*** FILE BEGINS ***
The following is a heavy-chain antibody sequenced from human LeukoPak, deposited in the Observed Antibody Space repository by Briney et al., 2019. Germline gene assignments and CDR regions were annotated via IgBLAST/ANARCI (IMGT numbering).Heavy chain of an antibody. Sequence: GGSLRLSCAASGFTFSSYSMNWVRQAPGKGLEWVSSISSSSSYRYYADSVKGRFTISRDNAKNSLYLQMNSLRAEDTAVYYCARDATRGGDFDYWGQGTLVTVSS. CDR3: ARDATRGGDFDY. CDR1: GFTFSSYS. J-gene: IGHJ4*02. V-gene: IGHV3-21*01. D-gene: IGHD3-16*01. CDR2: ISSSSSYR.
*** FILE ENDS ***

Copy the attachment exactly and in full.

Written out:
The following is a heavy-chain antibody sequenced from human LeukoPak, deposited in the Observed Antibody Space repository by Briney et al., 2019. Germline gene assignments and CDR regions were annotated via IgBLAST/ANARCI (IMGT numbering).Heavy chain of an antibody. Sequence: GGSLRLSCAASGFTFSSYSMNWVRQAPGKGLEWVSSISSSSSYRYYADSVKGRFTISRDNAKNSLYLQMNSLRAEDTAVYYCARDATRGGDFDYWGQGTLVTVSS. CDR3: ARDATRGGDFDY. CDR1: GFTFSSYS. J-gene: IGHJ4*02. V-gene: IGHV3-21*01. D-gene: IGHD3-16*01. CDR2: ISSSSSYR.